First it was July 1, now it’s August, but we still don’t know for sure when individual tourists will finally be allowed back into Israel as the Delta variant and other emerging variants continue their high speed march around the world.
While the extended closure – Israel closed its borders to foreigners in March last year, and still only allows in small groups of tourists – has been difficult for many in the travel industry, others have used the pause in foot traffic to create and launch a series of new exciting tourist experiences.
Magnificent ancient buildings on show for the first time, hiking trails, a railway park in Tel Aviv, all sorts of new projects have been launched in recent months ready for the renewal of travel.
To whet your appetite and help you think ahead, here are some of the most exciting developments to look forward to on your next vacation to Israel.
The Old City of Jerusalem rolled out the first phase of an ambitious accessibility project in 2019 to make its narrow cobblestoned alleyways more friendly for wheelchairs, strollers and people with mobility issues.
The multi-year project continued during the tourism shutdown, including the installation of handrails on the Old City’s many stairways, new directional signs, replacement of worn stone cladding and signage explaining historical or archeological finds in public spaces.
The Company for the Reconstruction and Development of the Jewish Quarter in the Old City of Jerusalem is building a system of two elevators and a tunnel to take visitors down the 75-foot descent from the Jewish Quarter to the Western Wall Plaza, currently accessible only by stairs. There will also be roofed open spaces where visitors can rest.
A spokesman told ISRAEL21c the elevators should be operational within three to six months – good news for the approximately 8 million people visiting the Western Wall in an average year.
A new route opening in August in the Western Wall Tunnels will reveal to visitors new finds including the newly discovered remains of one of the most magnificent public buildings uncovered from the Second Temple period.
According to Shlomit Weksler-Bdolach, excavation director on behalf of the Israel Antiquities Authority, the opulent structure was built in around 20–30 CE and incorporated a fountain fed by lead pipes built into the Corinthian capitals protruding from the wall.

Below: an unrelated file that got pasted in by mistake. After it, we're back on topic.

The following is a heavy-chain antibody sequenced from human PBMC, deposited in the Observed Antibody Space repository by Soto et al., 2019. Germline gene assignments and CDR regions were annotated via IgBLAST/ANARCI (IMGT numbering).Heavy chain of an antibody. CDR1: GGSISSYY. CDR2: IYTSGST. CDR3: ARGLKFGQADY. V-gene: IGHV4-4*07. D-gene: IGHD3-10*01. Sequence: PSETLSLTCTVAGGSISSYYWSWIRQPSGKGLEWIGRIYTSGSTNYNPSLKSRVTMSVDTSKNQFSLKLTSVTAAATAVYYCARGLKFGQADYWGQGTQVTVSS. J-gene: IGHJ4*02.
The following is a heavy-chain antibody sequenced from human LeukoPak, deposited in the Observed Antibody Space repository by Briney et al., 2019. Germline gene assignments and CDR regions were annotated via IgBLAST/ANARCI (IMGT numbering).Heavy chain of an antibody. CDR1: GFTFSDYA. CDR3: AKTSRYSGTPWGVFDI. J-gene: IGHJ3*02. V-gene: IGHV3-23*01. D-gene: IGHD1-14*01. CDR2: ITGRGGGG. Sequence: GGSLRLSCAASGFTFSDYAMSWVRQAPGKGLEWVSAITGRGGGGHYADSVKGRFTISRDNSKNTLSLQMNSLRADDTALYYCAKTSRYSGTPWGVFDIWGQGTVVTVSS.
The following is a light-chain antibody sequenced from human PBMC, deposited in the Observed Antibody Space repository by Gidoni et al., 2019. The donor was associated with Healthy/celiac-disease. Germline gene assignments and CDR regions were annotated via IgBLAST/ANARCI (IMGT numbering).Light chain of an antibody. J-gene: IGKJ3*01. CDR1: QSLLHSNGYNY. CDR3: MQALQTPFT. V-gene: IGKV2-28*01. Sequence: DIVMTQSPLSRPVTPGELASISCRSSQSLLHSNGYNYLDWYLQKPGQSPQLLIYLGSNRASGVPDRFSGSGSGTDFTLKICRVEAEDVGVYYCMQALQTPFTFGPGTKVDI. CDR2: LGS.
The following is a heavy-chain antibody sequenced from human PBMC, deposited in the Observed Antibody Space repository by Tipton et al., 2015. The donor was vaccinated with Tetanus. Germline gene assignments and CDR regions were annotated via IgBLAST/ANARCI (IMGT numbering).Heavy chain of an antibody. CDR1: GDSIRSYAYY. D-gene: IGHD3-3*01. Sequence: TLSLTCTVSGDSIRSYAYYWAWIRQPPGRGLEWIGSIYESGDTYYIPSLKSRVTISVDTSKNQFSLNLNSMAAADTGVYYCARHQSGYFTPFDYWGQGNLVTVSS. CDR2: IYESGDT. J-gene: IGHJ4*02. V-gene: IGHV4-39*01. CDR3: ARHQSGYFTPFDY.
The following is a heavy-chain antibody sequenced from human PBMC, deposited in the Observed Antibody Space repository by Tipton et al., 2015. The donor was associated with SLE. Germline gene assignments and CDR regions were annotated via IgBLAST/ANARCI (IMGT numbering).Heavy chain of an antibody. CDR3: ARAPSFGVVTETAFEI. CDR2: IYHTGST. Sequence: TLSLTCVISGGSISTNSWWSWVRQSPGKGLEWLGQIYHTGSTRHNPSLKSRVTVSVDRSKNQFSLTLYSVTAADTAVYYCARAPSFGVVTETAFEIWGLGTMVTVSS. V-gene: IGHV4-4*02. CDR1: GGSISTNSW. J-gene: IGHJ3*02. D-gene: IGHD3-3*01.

“The building, which apparently stood along a street leading up to the Temple Mount, was used for public functions – it may even have been the city council building where important dignitaries were received before entering the Temple compound and the Temple Mount,” she said.
The Tower of David Museum began a $40 million project to preserve and conserve the historic citadel and archeological park while doubling the current area of the Jerusalem history museum to 20,000 square meters (over 215,000 sq. feet).
The plan includes a new sunken entrance visitor center, seven new galleries, a café, a multisensory experience in the museum’s Kishle archeological site, additional exhibition spaces and public bathrooms, and two elevators to enhance accessibility.
An area containing significant Roman-Byzantine finds below the Jaffa Gate Plaza has been annexed to the museum after being left abandoned for over a decade. A new Educational Wing including classrooms and an auditorium will be constructed in this area.
A promenade lined with the archeological findings from this site will take visitors from the new museum entrance to the Educational Wing and will link to the parking lot beneath Mamilla Avenue shopping mall across the street.
Walking and cycling are great ways to tour flat Tel Aviv, and now there are two enhancements of note.